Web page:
In Washington the Liquor Control Board (LCB) has taken control of the budding Marijuana business. Our Producers, Processors and Retailers – all of them must provide a crazy amount of operational details to the State for compliance reporting. This compliance system also has some APIs exposed which provide a good example of why the State shouldn’t be building these systems.
The core problem is there is only one vendor, BioTrackTHC. They constructed this API, provide the documentation and any technical support for this API. The configuration of a government agency and a single vendor working on a system in virtual isolation is just not set up for some awesome win.
Little inconsistencies and plainly missing requirements are indicators of larger problems.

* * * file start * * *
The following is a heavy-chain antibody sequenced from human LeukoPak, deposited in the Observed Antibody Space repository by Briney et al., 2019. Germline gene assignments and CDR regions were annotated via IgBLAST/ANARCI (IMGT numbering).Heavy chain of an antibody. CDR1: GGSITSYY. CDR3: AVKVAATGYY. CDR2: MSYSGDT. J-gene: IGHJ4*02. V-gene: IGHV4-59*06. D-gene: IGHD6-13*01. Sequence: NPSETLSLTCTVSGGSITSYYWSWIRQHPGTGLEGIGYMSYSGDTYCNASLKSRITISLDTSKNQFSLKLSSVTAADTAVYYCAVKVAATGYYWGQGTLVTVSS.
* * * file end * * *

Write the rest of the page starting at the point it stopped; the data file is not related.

There is basically no testing system. Vendors who which to integrate with API must have a I502 license. This is rather difficult to do. It requires a partnership with one or more licenses just to get a peek at the API. If you the developer can find a licensee who is willing to share the testing option here is just a ‘testing’ flag – we hope it doesn’t interfere with the live data. There is a steep competitive disadvantage for any third party vendors attempting to integrate.
Date and Time data are handled inconsistently. In some places it’s a UNIX timestamp (pretty standard). In others is’s a formatted time (%m/%d/%Y) and in others it’s split into three fields – one each for year, month and day. The fields switch between naming as runonwords and wide_case.
A core component of the State’s system is the unique Barcode ID of an asset (Plant, Waste Lot, Inventory, Transfer Manifest). The naming varies in the API between “barcode_id” and “barcodeid”.
Inventory Type has a similar issue. Is it “invtype” or “inventorytype”?
There are some severe problems with the Inventory Transfer too. I’ll be covering that in a future post.